On the same day Master McCloud heard an application in the case of Price v Powell. The Master gave Ms Price “relief from sanctions” (having previously struck the claim out due to her failure to exchange witness statements on time). The relief was made conditional on Ms Price giving security for costs. The trial is likely to take place in the middle of 2015. There was a news item about this on the Press Gazette.
On 4 December 2014, the Court of Appeal (Sharp and Macur LJJ and Sir Timothy Lloyd) handed down judgment on Flood v Times Newspapers ( EWCA Civ 1574). The appeal, which concerned the Judge’s decision to award the costs of the action to the claimant, was dismissed.
On 3 to 5 December 2015, Sir David Eady heard the application to commit in the case of Royal Brompton & Harefield NHS Foundation Trust & ors v Shaikh Pt Hd. Judgment was reserved.
On 5 December 2014, Sir David Eady handed down judgment in Mionis v Democratic Press ( EWHC 4104 (QB)). This was an application to enforce a clause in a settlement agreement by an injunction. This was dismissed on the ground that the clause was unenforceable. There is a 5RB case note.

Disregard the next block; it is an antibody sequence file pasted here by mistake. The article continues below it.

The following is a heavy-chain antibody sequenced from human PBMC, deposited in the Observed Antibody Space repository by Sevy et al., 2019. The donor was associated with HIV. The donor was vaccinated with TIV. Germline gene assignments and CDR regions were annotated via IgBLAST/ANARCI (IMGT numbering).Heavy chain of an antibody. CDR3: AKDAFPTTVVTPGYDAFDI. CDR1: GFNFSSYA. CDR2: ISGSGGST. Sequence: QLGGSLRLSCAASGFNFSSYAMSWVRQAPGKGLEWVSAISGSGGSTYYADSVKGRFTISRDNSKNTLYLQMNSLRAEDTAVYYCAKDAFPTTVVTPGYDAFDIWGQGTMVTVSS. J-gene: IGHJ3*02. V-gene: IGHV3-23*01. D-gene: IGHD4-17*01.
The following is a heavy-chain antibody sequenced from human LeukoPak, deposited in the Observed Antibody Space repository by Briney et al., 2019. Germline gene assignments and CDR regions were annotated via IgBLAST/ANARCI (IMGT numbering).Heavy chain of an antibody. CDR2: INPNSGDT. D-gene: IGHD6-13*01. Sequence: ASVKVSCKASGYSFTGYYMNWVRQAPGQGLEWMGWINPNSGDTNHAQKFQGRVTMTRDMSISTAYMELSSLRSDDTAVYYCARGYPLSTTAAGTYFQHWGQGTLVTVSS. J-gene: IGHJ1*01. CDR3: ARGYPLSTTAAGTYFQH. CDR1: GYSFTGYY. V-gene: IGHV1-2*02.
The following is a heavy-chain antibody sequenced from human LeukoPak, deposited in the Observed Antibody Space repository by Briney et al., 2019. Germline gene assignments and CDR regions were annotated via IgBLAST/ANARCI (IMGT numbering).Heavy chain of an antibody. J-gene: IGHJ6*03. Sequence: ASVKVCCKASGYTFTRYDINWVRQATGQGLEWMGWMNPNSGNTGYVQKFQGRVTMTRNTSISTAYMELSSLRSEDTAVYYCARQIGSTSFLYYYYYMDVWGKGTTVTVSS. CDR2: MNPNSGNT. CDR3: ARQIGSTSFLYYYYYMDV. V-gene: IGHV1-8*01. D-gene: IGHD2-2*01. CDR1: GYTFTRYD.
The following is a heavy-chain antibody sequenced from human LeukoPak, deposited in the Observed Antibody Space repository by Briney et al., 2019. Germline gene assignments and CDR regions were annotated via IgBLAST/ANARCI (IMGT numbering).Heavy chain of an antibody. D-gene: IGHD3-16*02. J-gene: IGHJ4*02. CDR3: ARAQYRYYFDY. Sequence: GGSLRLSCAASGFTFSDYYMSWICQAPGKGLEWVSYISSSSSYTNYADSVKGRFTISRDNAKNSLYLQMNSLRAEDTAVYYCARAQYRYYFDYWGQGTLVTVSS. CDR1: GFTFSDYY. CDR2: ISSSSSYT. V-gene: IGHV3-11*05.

On the same day Warby J handed down judgment in Ontulmus v Collett. ( EWHC 4117 (QB)) which concerned the orders for costs to be made following the settlement of the claim against the third defendant and the discontinuance of the claims against the first and second defendant.
Know of any media law events happening later this summer or in the autumn? Please let Inforrm know: email@example.com.
Media Law in Other Jurisdictions
African Court on Human and People’s Right
On 5 December 2014, the Court handed down judgment in the case of Konaté v. Burkina Faso. It held that imprisonment for defamation violates the right to freedom of expression. There is a post about the decision on the MLDI website
In the case of Khan v Fairfax Media  WASC 451, Le Miere J struck out a number of defamatory imputations in a libel action, but gave the plaintiff leave to replead.
In the case of Walsh v Bennetts  WASC 453, Kenneth Martin J gave the defendant leave to file a substituted defence in defamation action.
In the case of Sargant v Lobsinger 2014 ONSC 6936, the Ontario Superior Court of Justice awarded the plaintiff Can$20,000 damages for slander in respect of an allegation made at the AGM of the chamber of commerce that the plaintiff was receiving kick-backs from a third party.